The past week has been an exciting one. There have been 2 major events that have grabbed our country’s attention. One was quite exciting and thrilling. The other was and is…scary. I’ll get the scary one out of the way first and then end with a high note.
On Memorial Day, a black man was killed in Minneapolis by a cop. He was being arrested and the cop had his knee on his neck for 9 minutes. The man later passed away. Kids, you need to know something. I hope things are different when you’re older, but I fear it won’t be so. This world is filled with racism and prejudice. It isn’t pretty, but I hope I’ve raised you to look past differences and to celebrate and love them instead. As a result of this latest death, protests and riots have erupted all over the country. And, yes, we are still in the middle of a pandemic.
Protests and riots are nothing new. They’ve been happening for years. For decades. There was one less than a decade ago because a black man was killed by cops. Brother was about 7 weeks old. We were moving across the country and stopped to visit my aunt in Illinois. She and my uncle cautioned us to keep going once we left their little town and to not stop until we left the state because things were quite tense back then.
Kids, I grew up about a half hour away from Downtown LA. When I was turning 5, the LA Riots occurred. Because a black man had been beaten by cops who ended up being acquitted. Are you sensing a theme here yet? I was young, but I’ll never forget the images on the TV. Papa must have turned on the news while he was home and, since we didn’t have cable, every channel was pretty much only airing footage of the riots. Our little TV looked like it was on fire with all the blacks, oranges, and reds on the screen. There were people yelling and screaming, fires everywhere, fighting in the streets. It was terrifying for a 5 year old child. Those images haunted me for years.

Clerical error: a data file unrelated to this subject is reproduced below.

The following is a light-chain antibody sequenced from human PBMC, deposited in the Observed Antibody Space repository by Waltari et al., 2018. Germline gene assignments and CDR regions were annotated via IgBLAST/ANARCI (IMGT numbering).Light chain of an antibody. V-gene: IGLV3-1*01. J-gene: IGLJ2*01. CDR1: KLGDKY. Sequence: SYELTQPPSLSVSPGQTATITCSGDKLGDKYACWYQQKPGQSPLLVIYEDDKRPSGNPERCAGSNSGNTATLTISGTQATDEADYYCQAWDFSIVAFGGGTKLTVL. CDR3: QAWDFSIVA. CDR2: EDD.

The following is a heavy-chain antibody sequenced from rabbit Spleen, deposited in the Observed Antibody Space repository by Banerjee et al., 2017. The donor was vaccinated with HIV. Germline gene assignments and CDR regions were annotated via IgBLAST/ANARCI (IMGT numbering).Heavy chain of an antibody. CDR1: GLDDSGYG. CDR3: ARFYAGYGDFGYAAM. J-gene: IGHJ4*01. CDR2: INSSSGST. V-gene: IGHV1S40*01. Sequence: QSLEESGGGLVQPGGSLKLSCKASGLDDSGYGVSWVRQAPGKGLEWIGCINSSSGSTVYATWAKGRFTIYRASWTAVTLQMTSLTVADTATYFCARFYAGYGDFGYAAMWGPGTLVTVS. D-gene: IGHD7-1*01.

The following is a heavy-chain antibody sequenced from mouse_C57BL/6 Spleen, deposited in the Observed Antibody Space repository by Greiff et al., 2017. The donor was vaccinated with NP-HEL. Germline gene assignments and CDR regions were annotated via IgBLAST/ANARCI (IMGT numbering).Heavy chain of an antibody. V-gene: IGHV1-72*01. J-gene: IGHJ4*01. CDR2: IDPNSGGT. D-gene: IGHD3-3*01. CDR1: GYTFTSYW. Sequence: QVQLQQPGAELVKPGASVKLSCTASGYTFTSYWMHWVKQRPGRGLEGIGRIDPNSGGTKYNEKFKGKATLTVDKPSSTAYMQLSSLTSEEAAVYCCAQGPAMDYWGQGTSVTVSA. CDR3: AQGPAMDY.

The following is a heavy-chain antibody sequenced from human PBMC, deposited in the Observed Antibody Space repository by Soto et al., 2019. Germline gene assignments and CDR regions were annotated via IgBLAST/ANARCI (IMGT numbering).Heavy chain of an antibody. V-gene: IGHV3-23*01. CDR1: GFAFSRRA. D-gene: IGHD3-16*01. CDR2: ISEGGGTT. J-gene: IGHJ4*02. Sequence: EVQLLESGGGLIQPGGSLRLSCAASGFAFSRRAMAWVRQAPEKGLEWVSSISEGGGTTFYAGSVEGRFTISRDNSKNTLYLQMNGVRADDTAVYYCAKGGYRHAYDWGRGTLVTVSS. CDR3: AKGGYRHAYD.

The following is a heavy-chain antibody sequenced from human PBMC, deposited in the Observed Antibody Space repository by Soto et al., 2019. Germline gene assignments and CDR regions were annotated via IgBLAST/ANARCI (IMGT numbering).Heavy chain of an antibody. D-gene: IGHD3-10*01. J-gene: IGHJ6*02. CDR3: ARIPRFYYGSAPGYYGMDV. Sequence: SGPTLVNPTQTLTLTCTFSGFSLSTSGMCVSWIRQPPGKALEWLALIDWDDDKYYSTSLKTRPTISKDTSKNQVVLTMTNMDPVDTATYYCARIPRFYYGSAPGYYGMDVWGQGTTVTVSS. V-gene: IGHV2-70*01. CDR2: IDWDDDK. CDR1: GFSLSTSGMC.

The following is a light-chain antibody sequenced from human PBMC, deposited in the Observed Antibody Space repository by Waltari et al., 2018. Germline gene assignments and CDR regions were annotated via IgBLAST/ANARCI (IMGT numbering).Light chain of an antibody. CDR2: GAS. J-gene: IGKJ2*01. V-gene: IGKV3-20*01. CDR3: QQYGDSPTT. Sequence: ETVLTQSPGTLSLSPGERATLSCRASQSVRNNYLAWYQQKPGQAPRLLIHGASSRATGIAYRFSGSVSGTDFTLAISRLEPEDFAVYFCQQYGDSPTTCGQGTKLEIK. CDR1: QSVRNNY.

And now you’re 5 and 3 and images of people yelling and shops being destroyed and things on fire, all while some people wear masks because of the pandemic, fill our TV screen because Dad loves the news.
I don’t want to shield you from the injustice in the world. When you were young while I’m writing this, yes, I did very much want to because I was scarred by what I saw and I didn’t want that for either of you. Whenever there are riots and protests, I flash back to that TV screen filled with rage and fire. It leaves a bitter taste in my mouth and makes me wonder why people can’t have bigger hearts.
No, I want you to grow up aware. I want you to learn to look past prejudice and intolerance to see people. Just people. They may be different. They may look different. The may act differently. They may believe different things. They may speak a different way. But, underneath, we are all people and we just want to live our lives. I hope I’ve raised you to be tolerant, to celebrate differences, to be curious about others, to care about your fellow human beings. To be kind, considerate, compassionate, caring, gentle, loving. Accepting. Whether that means going out and protesting, that’s up to you. But I hope you learn to see people as people and not as anything else. I hope you can pass that on to your children and, over time, maybe we can finally raise a generation that celebrates differences instead of holding prejudices. I just hope I’ve raised you well enough. It’s one reason why both of you are and will be attending a diverse elementary school right now, so you can meet and befriend children who are different from you and be able to learn of and from them.